On Saturday, April 18th at precisely 11:42 AM, I sat down next to Megan, a Keegan Allen superfan, to see what had drawn her to the 20th Annual Los Angeles Times Festival of Books. She had been waiting much longer than I for Keegan’s 12:10 discussion about his first nationwide publishing project, life.love.beauty (The title of this blog posts makes a lot more sense now, doesn’t it?). After introducing ourselves, we put our heads together and began enthusiastically thumbing through the 320 pages of beautiful, intimate photographs and striking prose. Megan bookmarked a few, intriguing entries, marveling at Keegan’s photos of his co-stars (Troian Bellisaro, Shay Mitchell, Tyler Blackburn, James Franco) while we chatted about Pretty Little Liars, the unbearable heat and Keegan’s cat, Daniel.
Keegan took the stage smiling and waving to the audience on the lawn. He wasted no time in pulling out his phone to Snapchat all of us before his interview. He made one thing clear from the get-go: “I don’t consider myself to be a professional photographer. I consider myself to be a hobbyist.” He claimed that his hobby has enabled him to capture precious and meaningful moments throughout his travels and time on set.. and apparently, time-travel: “[Laughing] You get to time-travel. [Photography] allows me to go back in time and re-live each of the moments from the photos.”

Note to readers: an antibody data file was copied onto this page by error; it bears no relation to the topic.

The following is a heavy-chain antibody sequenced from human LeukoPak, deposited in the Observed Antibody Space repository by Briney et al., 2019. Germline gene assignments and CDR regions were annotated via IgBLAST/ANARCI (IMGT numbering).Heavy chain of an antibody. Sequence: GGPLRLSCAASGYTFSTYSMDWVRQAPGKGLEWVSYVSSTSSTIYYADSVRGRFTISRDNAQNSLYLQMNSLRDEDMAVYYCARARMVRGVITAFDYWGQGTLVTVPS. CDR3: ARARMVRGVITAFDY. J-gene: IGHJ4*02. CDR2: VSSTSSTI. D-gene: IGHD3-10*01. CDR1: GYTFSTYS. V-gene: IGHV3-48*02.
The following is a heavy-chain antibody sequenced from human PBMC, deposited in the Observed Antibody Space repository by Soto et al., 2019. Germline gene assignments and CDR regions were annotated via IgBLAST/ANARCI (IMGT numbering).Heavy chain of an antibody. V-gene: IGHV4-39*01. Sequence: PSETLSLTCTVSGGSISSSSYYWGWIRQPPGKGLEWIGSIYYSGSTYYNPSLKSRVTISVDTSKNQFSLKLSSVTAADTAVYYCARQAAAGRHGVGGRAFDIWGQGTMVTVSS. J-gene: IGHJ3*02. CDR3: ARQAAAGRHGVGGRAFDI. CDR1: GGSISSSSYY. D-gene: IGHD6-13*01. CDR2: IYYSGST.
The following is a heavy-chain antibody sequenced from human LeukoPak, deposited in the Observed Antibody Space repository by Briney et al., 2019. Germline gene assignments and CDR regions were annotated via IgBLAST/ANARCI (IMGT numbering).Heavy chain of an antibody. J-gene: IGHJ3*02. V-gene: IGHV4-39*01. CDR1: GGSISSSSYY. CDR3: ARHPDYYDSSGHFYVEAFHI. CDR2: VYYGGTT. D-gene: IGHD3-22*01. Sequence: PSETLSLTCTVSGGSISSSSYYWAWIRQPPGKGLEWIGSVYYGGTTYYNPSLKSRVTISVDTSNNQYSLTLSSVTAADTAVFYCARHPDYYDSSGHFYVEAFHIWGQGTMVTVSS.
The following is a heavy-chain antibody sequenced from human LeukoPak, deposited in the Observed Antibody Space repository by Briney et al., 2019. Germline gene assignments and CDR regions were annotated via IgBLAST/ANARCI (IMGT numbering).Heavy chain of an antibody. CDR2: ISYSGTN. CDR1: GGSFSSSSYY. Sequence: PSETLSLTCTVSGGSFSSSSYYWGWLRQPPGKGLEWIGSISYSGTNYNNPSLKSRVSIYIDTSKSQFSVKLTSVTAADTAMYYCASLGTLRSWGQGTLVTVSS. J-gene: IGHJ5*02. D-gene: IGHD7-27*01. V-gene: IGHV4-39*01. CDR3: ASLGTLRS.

Soon thereafter, he couldn’t stop gushing about the feeling he got from being behind the camera and the enthusiasm for film that arrived at a very early age in his life: “I’ve always loved to take self-portraits.” His best advice for a novice photographer? “Go out and buy a point-and-shoot camera from CVS or something; it’s inexpensive and allows you to actually go through the process of developing film. Take photos of things that are meaningful to you or interest you,” he advised.
Though the young actor/photographer has a deep love of film and printed photos, he isn’t one to shy away from the digital sphere. When asked to provide an opinion on the so-called “Selfie Generation” and non-traditional forms of photo presentation, he laughed away the harsh criticisms: “We all have Facebook, Twitter, Instagram, Snapchat… Each form is very compelling. I don’t think it’s good or bad, it’s just different.”
Keegan recommended that we each live in the moment, regardless of our beeping, buzzing, 10-frames-per-second cameraphones and that we ask for permission to take photos of someone’s likeness, even for candids. I immediately took his advice to heart at the signing tent, calling out in a stringent 1940’s bad-guy voice: “Keegan! Over here, see! Right into the camera, see!”
Miraculously, I made him laugh. “That’s the ticket! Look at that smile!”
I kindly thanked him and continued on my way, proud of the little moment I had captured. And it looks like he got me, too!
Your favorite young paparazzo,